A Washington Post article on a Chinese company that is making very high quality fake IDs and selling them to American college students and credit fraudsters suggests to me something about the future of privacy: We are in a identification technology arms race between elaborate identity faking and identity verification capabilities. The inevitable result: less privacy. Less anonymity.
To the naked eye — even the practiced eye of most bartenders and police officers — the counterfeits look perfect. The photo and physical description are real. So is the signature. The address may be, too. The holograms are exact copies, and even the bar code can pass unsophisticated scans.
If drivers licenses were only rarely and poorly faked then police and financial institutions would have much less incentive to, for example, deploy biometric scanners to verify identity. But since the capabilities of the fakers and deceivers keep growing and the amount of identify faking and theft grow as well an escalating response by the verifiers (e.g. bar bouncers, bank tellers, police) is a foregone conclusion.
When will bartenders start scanning drivers licenses and taking pictures of patrons to upload to an ID check database on the web? Will pictures be insufficient? Will young people need to get their fingerprint or retina scanned every time they enter a club? How soon will this change come? Will banks start asking for a fingerprint or retina scan when you sign up for an account?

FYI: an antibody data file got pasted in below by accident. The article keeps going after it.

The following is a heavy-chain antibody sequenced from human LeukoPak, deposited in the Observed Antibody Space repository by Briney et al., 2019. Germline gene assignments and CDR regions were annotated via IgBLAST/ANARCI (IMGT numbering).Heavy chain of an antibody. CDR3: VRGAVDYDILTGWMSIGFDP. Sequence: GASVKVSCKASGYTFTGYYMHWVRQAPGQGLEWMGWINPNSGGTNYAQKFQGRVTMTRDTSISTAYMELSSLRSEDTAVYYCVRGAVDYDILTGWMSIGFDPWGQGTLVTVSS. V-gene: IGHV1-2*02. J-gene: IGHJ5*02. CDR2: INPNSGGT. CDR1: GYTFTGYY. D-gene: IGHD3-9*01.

What's the technologically fanciest form of ID check you've experienced to date and where did it happen? Are defense contractors the biggest users of biometric ID technology? Or do other industries lead the way in use of cutting-edge means to identify who enters their premises?
Update: With so many pictures of people up on the web facial recognition technology will make it easy for you to identify anyone you see.